The recent demonstration against femicide by Femen at the Montparnasse cemetery in Paris (2019), which for the mainstream caused ‘shock’, but within certain sectors of the feminist community elicited cries of “powerful” etc.
The only reason this was seen with shock in the main, is because it is perceived as disrespectful to the dead—the same as having intercourse on a tombstone, or urinating on a grave. Most of the world does not have a problem with naked, or semi-naked women, it is all over mainstream advertising and entertainment.
But is getting your breasts out truly empowering?
Compare the Yellow Vest protests in the same city, earlier in the year:
Nope, not seeing a lot of willies hanging out there to make a statement.
Or the same week as the Femen protest, a march in Edinburgh for Scottish Independence:
No willies, no breasts—gosh, are they doin’ it wrong?
How about when men present something really important, like the Treasurer delivering the Budget:
Nope, not seeing any ‘sexy’ outline of his groin package there, I can barely even see his body shape! Frydenberg, surely you know the Budget is an important announcement, right? Even ScoMo isn’t looking sexy-pouty enough for my liking.
Because dressing UP, not DOWN, is the sign of power. Nakedness, in a sea of the fully-clothed, is the sign of powerlessness, an underclass, and a loss of dignity.
Just like in the Concentration Camps in the Second World War, or the military prisoners at various military prisons—they are stripped naked, to be more vulnerable, to be humiliated, to show who around them has the actual power over them (fully clothed guards).
Or, ‘revenge porn’, where naked pictures (real or fabricated) by the ex-partners of women are uploaded to the internet for all to see—and to humiliate those women. If any of that could accidentally lead to some ’empowerment’, there is not a snowball’s chance in hell it would happen. Men know the language of nudity and vulnerability, and why that works so well at keeping women, individually or as a class, in ‘their place’ (subordinate to males).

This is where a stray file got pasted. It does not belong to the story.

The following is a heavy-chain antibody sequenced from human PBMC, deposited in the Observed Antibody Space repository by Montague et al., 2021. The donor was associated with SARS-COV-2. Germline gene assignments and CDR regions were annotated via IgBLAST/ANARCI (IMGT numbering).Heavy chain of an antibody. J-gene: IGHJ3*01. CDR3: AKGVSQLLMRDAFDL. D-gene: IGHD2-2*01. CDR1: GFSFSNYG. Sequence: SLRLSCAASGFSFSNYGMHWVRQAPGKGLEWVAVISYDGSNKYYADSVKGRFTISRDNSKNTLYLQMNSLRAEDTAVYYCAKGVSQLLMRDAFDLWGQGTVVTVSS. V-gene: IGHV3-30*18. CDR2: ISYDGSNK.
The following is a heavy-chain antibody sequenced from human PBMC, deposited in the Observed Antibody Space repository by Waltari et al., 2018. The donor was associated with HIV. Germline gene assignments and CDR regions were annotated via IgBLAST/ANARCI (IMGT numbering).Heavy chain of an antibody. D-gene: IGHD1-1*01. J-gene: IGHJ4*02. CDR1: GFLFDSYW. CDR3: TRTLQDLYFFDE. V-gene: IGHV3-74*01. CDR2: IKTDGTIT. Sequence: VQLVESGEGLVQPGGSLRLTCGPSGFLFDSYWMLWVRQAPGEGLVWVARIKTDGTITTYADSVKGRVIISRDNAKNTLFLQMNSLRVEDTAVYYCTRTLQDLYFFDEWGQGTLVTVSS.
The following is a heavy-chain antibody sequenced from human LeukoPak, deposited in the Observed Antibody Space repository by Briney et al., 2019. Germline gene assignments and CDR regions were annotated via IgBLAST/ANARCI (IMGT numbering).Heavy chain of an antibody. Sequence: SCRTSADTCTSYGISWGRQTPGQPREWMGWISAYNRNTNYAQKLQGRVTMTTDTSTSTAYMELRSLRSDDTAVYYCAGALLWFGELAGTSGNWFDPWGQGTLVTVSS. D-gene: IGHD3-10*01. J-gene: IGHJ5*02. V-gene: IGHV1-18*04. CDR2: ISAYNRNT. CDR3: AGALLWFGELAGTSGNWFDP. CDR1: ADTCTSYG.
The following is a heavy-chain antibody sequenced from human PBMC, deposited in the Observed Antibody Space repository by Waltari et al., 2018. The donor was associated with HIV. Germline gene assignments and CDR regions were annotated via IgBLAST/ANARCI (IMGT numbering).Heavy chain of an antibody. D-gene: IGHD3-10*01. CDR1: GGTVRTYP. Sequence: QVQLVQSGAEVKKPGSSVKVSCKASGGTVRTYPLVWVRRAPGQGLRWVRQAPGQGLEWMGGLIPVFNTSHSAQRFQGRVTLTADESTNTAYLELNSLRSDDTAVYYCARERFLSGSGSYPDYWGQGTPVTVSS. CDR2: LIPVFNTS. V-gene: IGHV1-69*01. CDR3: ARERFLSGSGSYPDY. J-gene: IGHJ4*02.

For a part of the above examples, yes, it was about forced nudity, but choosing to do it within the same political climate makes no bloody difference. In fact, these women become a joke of sorts, because they actually do not get that it reinforces their subordinate status and perception of them. Doing what your ‘masters’ want you to do, is not rebellion in any way, shape or form, even if you choose to. It undermines the message to be taken seriously, just as Femen did, who protested not to be treated like objects, but showed they were objects, because they could only get press by getting topless. It’s an ‘own goal’.
If getting your kit off was a sign of power, or ’empowerment’, we would be bombarded with a sea of images of rich, old white dudes with their tackle out. I’m not seein’ it.